They then applied statistical algorithms, including Markov modeling, to uncover structure within the tool-making process. A basic Markov model treats behavior as a simple chain of stimulus and response, with each event determining the probability of what happens next with no memory of anything before. The researchers applied a more sophisticated Markov model that can also identify persistent conditions, or “hidden states,” that influence behavior over time. This model can describe more complex, context-sensitive behaviors. For instance, if someone is going outside, knowing the “hidden state” of the weather (sunny or raining) provides a better chance of correctly predicting whether they will grab the umbrella by the door as they exit.
Similarly, during stone tool-making, if it is known that a knapper is in the later stages of refining a stone core for a hand axe, it is more likely that the action will involve particular ways of turning the core over in the hands and making light brush strokes against the core, as opposed to the simple series of hard strikes involved in the initial “roughing out” of the form. The researchers used the number of such hidden technological states in Oldowan and Acheulean knapping as a handy measure of complexity.
“The finer detail work that goes into the hand axe, getting the edges of the stone core to break just the way you want them to, is very different from just slamming the core hard to break off a flake,” Stout explains. “You need to do various things to get better control. We call that platform preparation.”
The researchers also applied algorithms used in formal language theory to help extract a “grammatical” rulebook for tool-making sequences. This enabled them to compress sequences of actions that occur repeatedly into single data points, or grammar rules. In effect, they used the amount of compression achieved on different tool-making sequences as another measure of structural complexity. The more patterning present in the behavior, the more rules are discovered and the greater the compression.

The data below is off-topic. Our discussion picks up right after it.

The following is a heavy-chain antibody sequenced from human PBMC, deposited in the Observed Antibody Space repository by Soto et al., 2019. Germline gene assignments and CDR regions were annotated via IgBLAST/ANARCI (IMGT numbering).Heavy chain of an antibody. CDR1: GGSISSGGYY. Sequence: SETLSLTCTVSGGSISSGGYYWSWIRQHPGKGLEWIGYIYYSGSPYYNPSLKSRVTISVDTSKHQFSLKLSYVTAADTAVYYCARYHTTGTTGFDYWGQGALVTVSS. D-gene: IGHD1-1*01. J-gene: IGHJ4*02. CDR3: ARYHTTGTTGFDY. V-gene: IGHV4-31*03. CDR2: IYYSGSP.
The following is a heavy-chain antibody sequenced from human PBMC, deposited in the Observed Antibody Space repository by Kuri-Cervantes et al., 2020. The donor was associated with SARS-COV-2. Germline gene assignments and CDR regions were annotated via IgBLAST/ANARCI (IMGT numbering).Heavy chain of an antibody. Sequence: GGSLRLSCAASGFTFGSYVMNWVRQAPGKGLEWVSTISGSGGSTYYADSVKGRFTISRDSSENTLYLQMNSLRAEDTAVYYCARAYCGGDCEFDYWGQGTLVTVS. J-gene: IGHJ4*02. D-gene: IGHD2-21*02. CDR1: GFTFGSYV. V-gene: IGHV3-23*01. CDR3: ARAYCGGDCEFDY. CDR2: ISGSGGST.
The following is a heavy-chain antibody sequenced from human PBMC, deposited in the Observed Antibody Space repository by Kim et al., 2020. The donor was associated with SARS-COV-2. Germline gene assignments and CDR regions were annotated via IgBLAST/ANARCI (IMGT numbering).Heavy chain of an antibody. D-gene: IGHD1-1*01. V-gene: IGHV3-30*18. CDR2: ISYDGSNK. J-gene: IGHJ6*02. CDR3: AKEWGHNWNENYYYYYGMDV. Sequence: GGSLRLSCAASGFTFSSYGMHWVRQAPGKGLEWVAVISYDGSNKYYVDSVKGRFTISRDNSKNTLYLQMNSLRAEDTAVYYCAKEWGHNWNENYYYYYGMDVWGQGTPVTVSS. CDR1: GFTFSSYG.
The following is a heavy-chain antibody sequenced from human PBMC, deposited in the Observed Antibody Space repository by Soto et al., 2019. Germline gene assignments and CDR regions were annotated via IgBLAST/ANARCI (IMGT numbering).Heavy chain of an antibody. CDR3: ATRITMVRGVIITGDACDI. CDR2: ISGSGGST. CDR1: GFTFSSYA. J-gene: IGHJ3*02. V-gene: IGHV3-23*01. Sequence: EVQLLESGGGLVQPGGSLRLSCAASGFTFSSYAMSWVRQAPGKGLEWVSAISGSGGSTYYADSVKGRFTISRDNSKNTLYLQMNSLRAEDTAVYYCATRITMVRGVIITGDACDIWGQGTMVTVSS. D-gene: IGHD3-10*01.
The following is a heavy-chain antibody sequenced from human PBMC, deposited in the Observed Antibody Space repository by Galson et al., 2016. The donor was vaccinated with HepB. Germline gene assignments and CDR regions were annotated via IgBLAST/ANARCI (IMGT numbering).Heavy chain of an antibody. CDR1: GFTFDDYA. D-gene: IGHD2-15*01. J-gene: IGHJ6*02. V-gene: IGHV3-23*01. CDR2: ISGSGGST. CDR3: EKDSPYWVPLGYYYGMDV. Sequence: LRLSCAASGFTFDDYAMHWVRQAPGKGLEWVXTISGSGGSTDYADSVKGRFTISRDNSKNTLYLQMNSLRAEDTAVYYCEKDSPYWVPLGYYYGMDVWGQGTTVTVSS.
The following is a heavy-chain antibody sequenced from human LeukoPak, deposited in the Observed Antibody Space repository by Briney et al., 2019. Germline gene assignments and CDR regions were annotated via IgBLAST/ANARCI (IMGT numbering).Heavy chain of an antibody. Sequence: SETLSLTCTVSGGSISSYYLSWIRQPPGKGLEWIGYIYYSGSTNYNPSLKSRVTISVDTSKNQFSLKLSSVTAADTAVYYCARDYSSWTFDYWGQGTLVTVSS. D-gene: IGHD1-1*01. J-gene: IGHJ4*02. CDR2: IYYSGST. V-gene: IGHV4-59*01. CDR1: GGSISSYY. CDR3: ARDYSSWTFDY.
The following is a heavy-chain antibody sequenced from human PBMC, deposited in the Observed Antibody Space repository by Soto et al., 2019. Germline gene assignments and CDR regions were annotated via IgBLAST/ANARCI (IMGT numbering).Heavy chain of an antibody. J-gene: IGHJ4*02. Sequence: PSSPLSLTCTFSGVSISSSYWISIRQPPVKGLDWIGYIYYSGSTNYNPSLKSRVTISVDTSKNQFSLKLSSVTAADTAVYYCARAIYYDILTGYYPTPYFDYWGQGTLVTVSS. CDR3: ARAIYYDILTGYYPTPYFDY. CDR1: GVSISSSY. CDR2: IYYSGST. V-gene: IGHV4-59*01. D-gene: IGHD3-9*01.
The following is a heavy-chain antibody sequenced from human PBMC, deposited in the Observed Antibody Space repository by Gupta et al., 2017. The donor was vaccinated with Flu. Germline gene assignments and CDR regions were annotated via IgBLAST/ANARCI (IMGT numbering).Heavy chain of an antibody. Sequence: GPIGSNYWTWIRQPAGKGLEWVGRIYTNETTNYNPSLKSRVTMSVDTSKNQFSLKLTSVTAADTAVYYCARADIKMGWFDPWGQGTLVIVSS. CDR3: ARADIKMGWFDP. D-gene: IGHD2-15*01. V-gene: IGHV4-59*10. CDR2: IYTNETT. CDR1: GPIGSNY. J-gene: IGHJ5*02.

The results of the different methods of statistical analyses were consistent. Each indicated that making a hand axe is roughly twice as complex as making a stone flake tool, even when measured in very different ways.
“We were able to show that the Acheulean technological process is twice as complicated as Oldowan tool-making,” Stout says. “It took humans a couple of million years to make that technological leap. Now we can actually computationally measure and quantify this important step in evolution.”
The researchers then went a step further and used their new method to analyze fMRI scans of the brains of knappers while they watched the videos of making both a stone flake and a hand axe. The results were consistent with previous research, showing an area of the brain, the inferior frontal gyrus (IFG), responds specifically to hierarchal action sequences. And the activity in the IFG grows stronger in relation to an increase in the complexity of the tool-making process, as quantified by the new method of measuring technological complexity.
The IFG region also includes the “Broca’s area,” a part of the brain key to language processing.
Now that they have proof of concept for their new method, the researchers are using it to chip away at mysteries surrounding the evolution of language.
“We’re trying to understand what behaviors and neural mechanisms set the stage for language,” Stout explains. “Stone tool-making gives us a window into what humans were doing before the emergence of language that we don’t have at such depth, and at such a fine level of concrete detail, for any other activity.”
How language emerged is one of the biggest questions in science, he adds.
“The origin of language is often compared to the origin of multi-cellular life in terms of a major evolutionary transition,” Stout says. “Language allowed humans to inherit culture and knowledge in a way that keeps accumulating.”
Co-authors of the paper include Jan Apel from Stockholm University, and Ali Shafti, from Imperial College London. The work was supported by the Commission of the European Communities Research Directorate, the National Science Foundation and a UKRI Turing A.I. Fellowship grant.
Story by Carol Clark